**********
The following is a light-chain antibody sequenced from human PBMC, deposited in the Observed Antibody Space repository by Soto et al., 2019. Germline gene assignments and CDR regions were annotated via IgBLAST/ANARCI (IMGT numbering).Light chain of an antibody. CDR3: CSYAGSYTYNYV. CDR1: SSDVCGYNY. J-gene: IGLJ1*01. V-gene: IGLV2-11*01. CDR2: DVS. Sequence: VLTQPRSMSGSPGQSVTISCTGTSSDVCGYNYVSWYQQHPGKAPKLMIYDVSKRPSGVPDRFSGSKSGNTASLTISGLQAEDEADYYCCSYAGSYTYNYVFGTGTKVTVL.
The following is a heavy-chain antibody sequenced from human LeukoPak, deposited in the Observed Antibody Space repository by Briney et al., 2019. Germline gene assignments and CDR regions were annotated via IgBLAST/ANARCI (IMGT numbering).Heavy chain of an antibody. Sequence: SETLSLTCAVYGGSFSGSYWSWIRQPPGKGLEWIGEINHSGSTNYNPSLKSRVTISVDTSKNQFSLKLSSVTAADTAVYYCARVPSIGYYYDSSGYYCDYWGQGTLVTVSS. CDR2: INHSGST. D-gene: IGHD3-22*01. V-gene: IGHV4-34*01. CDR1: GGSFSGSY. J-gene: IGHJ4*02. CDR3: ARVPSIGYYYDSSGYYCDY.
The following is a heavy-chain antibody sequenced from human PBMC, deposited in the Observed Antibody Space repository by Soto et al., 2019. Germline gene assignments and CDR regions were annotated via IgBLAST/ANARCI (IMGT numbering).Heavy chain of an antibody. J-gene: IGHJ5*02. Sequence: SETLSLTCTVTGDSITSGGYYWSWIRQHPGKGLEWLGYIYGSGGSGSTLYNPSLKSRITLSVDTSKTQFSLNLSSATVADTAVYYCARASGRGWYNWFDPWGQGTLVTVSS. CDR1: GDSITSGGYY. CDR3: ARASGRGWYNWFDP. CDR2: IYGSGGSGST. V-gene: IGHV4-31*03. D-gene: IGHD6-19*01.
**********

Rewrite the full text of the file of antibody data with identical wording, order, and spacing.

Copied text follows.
The following is a light-chain antibody sequenced from human PBMC, deposited in the Observed Antibody Space repository by Soto et al., 2019. Germline gene assignments and CDR regions were annotated via IgBLAST/ANARCI (IMGT numbering).Light chain of an antibody. CDR3: CSYAGSYTYNYV. CDR1: SSDVCGYNY. J-gene: IGLJ1*01. V-gene: IGLV2-11*01. CDR2: DVS. Sequence: VLTQPRSMSGSPGQSVTISCTGTSSDVCGYNYVSWYQQHPGKAPKLMIYDVSKRPSGVPDRFSGSKSGNTASLTISGLQAEDEADYYCCSYAGSYTYNYVFGTGTKVTVL.
The following is a heavy-chain antibody sequenced from human LeukoPak, deposited in the Observed Antibody Space repository by Briney et al., 2019. Germline gene assignments and CDR regions were annotated via IgBLAST/ANARCI (IMGT numbering).Heavy chain of an antibody. Sequence: SETLSLTCAVYGGSFSGSYWSWIRQPPGKGLEWIGEINHSGSTNYNPSLKSRVTISVDTSKNQFSLKLSSVTAADTAVYYCARVPSIGYYYDSSGYYCDYWGQGTLVTVSS. CDR2: INHSGST. D-gene: IGHD3-22*01. V-gene: IGHV4-34*01. CDR1: GGSFSGSY. J-gene: IGHJ4*02. CDR3: ARVPSIGYYYDSSGYYCDY.
The following is a heavy-chain antibody sequenced from human PBMC, deposited in the Observed Antibody Space repository by Soto et al., 2019. Germline gene assignments and CDR regions were annotated via IgBLAST/ANARCI (IMGT numbering).Heavy chain of an antibody. J-gene: IGHJ5*02. Sequence: SETLSLTCTVTGDSITSGGYYWSWIRQHPGKGLEWLGYIYGSGGSGSTLYNPSLKSRITLSVDTSKTQFSLNLSSATVADTAVYYCARASGRGWYNWFDPWGQGTLVTVSS. CDR1: GDSITSGGYY. CDR3: ARASGRGWYNWFDP. CDR2: IYGSGGSGST. V-gene: IGHV4-31*03. D-gene: IGHD6-19*01.